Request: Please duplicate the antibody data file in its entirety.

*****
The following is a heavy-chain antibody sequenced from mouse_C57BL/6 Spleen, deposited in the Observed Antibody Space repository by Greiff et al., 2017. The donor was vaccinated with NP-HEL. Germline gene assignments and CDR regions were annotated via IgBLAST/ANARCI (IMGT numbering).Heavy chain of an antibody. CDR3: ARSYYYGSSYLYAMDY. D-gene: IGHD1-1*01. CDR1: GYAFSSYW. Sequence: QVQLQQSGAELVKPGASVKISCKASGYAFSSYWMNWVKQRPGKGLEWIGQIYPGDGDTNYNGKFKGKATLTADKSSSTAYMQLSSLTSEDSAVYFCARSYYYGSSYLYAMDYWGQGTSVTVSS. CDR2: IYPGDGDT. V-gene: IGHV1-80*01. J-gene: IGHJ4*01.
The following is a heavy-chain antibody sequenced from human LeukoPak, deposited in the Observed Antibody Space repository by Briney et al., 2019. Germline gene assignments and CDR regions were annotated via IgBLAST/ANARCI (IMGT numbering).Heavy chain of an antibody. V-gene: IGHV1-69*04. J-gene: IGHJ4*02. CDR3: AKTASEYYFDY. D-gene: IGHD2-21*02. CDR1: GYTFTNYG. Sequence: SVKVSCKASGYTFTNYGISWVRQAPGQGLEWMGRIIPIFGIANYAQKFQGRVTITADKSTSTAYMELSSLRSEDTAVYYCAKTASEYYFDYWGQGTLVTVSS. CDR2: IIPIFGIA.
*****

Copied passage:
The following is a heavy-chain antibody sequenced from mouse_C57BL/6 Spleen, deposited in the Observed Antibody Space repository by Greiff et al., 2017. The donor was vaccinated with NP-HEL. Germline gene assignments and CDR regions were annotated via IgBLAST/ANARCI (IMGT numbering).Heavy chain of an antibody. CDR3: ARSYYYGSSYLYAMDY. D-gene: IGHD1-1*01. CDR1: GYAFSSYW. Sequence: QVQLQQSGAELVKPGASVKISCKASGYAFSSYWMNWVKQRPGKGLEWIGQIYPGDGDTNYNGKFKGKATLTADKSSSTAYMQLSSLTSEDSAVYFCARSYYYGSSYLYAMDYWGQGTSVTVSS. CDR2: IYPGDGDT. V-gene: IGHV1-80*01. J-gene: IGHJ4*01.
The following is a heavy-chain antibody sequenced from human LeukoPak, deposited in the Observed Antibody Space repository by Briney et al., 2019. Germline gene assignments and CDR regions were annotated via IgBLAST/ANARCI (IMGT numbering).Heavy chain of an antibody. V-gene: IGHV1-69*04. J-gene: IGHJ4*02. CDR3: AKTASEYYFDY. D-gene: IGHD2-21*02. CDR1: GYTFTNYG. Sequence: SVKVSCKASGYTFTNYGISWVRQAPGQGLEWMGRIIPIFGIANYAQKFQGRVTITADKSTSTAYMELSSLRSEDTAVYYCAKTASEYYFDYWGQGTLVTVSS. CDR2: IIPIFGIA.